Overview

On the evening of April 30th, mysterious creatures can be seen emerging from the darkness and dancing about Calton Hill. Painted bodies cavort to a chorus of beating drums, and breath-taking fire displays memorise astonished spectators.

Where has it come from?

An ancient Iron Age Celtic ritual and one of four Gaelic seasonal festivals, Beltane celebrates the end of winter and the birth of summer. Edinburgh’s Beltane Fire Festival is a modernisation of these customs, still sharing the same core principles; to connect with nature and honour the fertility of the land.

Run by registered charity Beltane Fire Society, the event began as a small gathering of enthusiasts. With popularity growing immensely over the years, the festival now involves over 300 volunteers with tickets often selling out.

What should I expect?

Gates open at 8pm, and performers lead a dramatic procession around Calton Hill that starts at the National Monument (also known as the Acropolis), and begins around sundown. The audience learn of the Beltane story, meeting enchanting characters such the May Queen and the Green Man, and watch their fate unfold as they encounter other wild and mystical beings along the way.

Fire plays a big hand in the festivities, symbolling purity and rebirth, and characters perform magnificent fire displays throughout the journey. A huge bonfire is lit by the May Queen and the Green Man, a beautiful and striking metaphor for the start of summer and the joy that it brings.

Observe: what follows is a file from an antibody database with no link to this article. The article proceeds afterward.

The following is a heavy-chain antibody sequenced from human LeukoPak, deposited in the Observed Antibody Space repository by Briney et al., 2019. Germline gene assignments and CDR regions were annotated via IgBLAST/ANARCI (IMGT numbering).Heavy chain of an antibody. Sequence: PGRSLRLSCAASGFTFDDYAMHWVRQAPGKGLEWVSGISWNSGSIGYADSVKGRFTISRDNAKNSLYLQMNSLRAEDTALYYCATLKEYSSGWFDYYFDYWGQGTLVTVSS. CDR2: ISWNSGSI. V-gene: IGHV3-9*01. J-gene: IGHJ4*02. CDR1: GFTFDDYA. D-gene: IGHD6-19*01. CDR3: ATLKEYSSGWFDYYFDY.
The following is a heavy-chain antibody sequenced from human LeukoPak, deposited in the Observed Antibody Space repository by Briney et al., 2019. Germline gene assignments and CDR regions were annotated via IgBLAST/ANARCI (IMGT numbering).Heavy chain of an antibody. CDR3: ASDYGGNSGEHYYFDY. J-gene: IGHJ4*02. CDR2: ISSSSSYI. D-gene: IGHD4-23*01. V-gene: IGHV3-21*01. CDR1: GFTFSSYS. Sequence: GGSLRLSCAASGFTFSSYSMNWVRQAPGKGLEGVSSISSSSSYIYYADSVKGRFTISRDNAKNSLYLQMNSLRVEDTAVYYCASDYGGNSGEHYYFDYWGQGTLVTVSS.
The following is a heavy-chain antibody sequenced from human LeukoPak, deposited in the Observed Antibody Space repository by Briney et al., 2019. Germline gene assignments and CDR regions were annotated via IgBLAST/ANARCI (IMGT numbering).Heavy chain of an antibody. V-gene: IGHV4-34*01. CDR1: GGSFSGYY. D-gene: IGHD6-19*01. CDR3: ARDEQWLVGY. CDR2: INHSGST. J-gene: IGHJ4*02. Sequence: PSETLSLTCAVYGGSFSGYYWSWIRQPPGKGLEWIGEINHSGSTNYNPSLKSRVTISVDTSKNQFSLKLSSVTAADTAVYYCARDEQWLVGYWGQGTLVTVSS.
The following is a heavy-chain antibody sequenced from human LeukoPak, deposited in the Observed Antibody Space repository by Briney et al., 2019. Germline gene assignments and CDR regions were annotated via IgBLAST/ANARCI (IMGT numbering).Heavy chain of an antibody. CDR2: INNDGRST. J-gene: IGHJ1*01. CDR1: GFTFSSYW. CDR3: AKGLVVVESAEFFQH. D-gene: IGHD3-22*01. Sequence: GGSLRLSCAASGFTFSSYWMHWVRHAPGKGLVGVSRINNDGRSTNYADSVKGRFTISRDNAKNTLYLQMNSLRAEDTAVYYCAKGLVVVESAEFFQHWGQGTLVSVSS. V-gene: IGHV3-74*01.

Don’t let the burning fires and brave, bare-skinned performers fool you, atop the hill temperatures are likely to be biting cold, so be sure to wrap up warm. Due to massive turnout, celebrations can also be a little hectic, so parental discretion is advised when deciding whether to bring young children.

Part of the community

As Beltane Fire Festival is a community event, each year new volunteers will join and bring with them fresh influences and ideas. While the core narrative of each performance will largely remain the same from year to year, they’ll also incorporate new elements that come about through mutual respect and passion between community members.

Each person involved in the celebration works incredibly hard to ensure that the true spirit of Beltane is shared with the audience. The final outcome is a real labour of love, and everyone’s efforts can be seen from the quality of the performances down to the detail of the costumes.

How to get tickets

Tickets for Beltane Fire Festival can be purchased online, over the phone or picked up in person from Tickets Scotland. While tickets can be purchased upon arrival, this is dependent on remaining capacity and as the event tends to sell out quickly, it’s advisable to purchase them in advance to avoid disappointment. For more information call Tickets Scotland on +44 (0) 131 220 3234.

Image Gallery

Beltane Fire Festival 2010 by Neil Hodgins
Beltane Fire Festival 2011 by Ellen Duffy
Beltane Fire Festival 2014 by Jasper Schwartz 1
Beltane Fire Festival 2014 by Jasper Schwartz 2
Image Attributions
Header Image

Beltane Fire Festival 2014 by Jasper Schwartz

Gallery Images

Beltane Fire Festival 2010 by Neil Hodgins

Beltane Fire Festival 2011 by Ellen Duffy

Beltane Fire Festival 2014 by Jasper Schwartz

Beltane Fire Festival 2014 by Jasper Schwartz